Group: Handicrafts • Class II • Age: 9 • Time: 30 minutes
By H.M.A. Bell
The Parents’ Review, 1903, pp. 689-690
I. To increase manual dexterity, accuracy, neatness and perseverance.
II. To strengthen the habit of attention.
III. To cultivate practical intelligence.
IV. To give exercise to the muscles of the eye and hand.
V. To give mental discipline.
VI. To cut out in cardboard and make as far as possible a box to hold stamps.
Step I.—Show the children a ready-made box. Let them examine it and say what materials are required for making it.
Step II.—Let the children measure the box and its lid, their length, breadth and height.
Step III.—Draw diagrams on the board, while the children do so on their cardboard.
Step IV.—Direct the cutting out, seeing that the knives are held properly, at the same time being careful not to interfere with their work; that they may feel that they are expected to work independently, I shall cut out a box myself. If necessary hold their steel angles while they cut, as not having done much Sloyd their wrists are not steady.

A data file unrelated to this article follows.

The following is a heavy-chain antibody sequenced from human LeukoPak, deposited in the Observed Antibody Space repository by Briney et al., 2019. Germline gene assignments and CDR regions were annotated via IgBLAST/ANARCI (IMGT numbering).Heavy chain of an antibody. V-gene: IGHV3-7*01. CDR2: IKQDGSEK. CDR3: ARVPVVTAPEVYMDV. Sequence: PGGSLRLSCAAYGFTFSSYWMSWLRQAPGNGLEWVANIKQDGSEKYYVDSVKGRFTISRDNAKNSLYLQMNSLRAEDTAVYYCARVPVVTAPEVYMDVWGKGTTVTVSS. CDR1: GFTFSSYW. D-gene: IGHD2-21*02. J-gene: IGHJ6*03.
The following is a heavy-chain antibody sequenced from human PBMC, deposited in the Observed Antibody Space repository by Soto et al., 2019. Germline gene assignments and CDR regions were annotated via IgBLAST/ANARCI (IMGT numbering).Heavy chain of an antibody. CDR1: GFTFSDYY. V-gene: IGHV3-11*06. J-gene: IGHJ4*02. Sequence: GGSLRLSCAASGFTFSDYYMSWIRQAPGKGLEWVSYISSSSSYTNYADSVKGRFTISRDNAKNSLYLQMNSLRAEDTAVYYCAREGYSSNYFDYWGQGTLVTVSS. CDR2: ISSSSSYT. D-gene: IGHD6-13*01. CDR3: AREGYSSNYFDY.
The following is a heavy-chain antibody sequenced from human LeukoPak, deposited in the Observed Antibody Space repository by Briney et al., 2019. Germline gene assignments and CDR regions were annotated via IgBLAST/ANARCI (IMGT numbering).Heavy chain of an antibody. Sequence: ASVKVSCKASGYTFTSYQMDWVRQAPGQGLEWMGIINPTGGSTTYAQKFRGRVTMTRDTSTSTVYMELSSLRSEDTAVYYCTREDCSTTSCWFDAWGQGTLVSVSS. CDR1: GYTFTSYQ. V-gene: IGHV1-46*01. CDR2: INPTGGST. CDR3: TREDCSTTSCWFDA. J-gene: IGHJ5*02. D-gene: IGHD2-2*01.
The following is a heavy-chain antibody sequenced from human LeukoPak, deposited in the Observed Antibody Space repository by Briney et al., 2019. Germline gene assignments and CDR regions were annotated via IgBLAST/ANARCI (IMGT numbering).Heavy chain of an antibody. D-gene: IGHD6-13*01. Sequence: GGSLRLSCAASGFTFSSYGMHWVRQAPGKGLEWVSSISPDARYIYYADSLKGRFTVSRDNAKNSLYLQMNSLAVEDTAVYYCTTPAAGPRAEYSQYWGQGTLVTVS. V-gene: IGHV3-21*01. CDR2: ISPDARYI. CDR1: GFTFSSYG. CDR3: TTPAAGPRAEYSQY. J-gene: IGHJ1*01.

Let one child cut out the box and the other the lid. Let them both persevere with the cutting until they cut a good line.
Step V.—They will have oblong pieces of cardboard: ask them what they must do in order to shape them into box and lid. When they have cut out the corners and cut half through the lines where the sides have to be turned up, let them begin to bind the corners together.
Step VI.—Bind inside and outside if time allows.
Papering the box will occupy another lesson. The children should be allowed to choose the materials required and take measurements for the paper from the ready-made box.